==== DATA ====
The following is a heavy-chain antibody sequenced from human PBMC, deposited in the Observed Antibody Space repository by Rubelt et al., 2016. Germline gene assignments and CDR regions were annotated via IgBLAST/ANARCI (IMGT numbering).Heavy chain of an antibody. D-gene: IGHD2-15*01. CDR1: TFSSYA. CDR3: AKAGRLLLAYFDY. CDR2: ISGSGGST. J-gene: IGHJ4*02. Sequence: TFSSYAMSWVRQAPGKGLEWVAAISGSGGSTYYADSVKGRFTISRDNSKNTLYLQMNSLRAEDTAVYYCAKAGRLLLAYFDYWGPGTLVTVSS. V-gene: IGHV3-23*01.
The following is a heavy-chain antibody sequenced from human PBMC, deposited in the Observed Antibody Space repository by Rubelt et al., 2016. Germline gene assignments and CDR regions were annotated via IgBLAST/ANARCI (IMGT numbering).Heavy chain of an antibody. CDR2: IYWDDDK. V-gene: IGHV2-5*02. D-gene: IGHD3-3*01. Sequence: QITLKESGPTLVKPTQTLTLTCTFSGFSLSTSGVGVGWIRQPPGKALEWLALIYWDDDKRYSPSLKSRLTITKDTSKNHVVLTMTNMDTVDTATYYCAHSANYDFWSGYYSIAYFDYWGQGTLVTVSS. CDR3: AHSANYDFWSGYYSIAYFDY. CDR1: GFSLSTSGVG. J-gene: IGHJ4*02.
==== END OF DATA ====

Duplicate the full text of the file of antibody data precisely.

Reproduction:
The following is a heavy-chain antibody sequenced from human PBMC, deposited in the Observed Antibody Space repository by Rubelt et al., 2016. Germline gene assignments and CDR regions were annotated via IgBLAST/ANARCI (IMGT numbering).Heavy chain of an antibody. D-gene: IGHD2-15*01. CDR1: TFSSYA. CDR3: AKAGRLLLAYFDY. CDR2: ISGSGGST. J-gene: IGHJ4*02. Sequence: TFSSYAMSWVRQAPGKGLEWVAAISGSGGSTYYADSVKGRFTISRDNSKNTLYLQMNSLRAEDTAVYYCAKAGRLLLAYFDYWGPGTLVTVSS. V-gene: IGHV3-23*01.
The following is a heavy-chain antibody sequenced from human PBMC, deposited in the Observed Antibody Space repository by Rubelt et al., 2016. Germline gene assignments and CDR regions were annotated via IgBLAST/ANARCI (IMGT numbering).Heavy chain of an antibody. CDR2: IYWDDDK. V-gene: IGHV2-5*02. D-gene: IGHD3-3*01. Sequence: QITLKESGPTLVKPTQTLTLTCTFSGFSLSTSGVGVGWIRQPPGKALEWLALIYWDDDKRYSPSLKSRLTITKDTSKNHVVLTMTNMDTVDTATYYCAHSANYDFWSGYYSIAYFDYWGQGTLVTVSS. CDR3: AHSANYDFWSGYYSIAYFDY. CDR1: GFSLSTSGVG. J-gene: IGHJ4*02.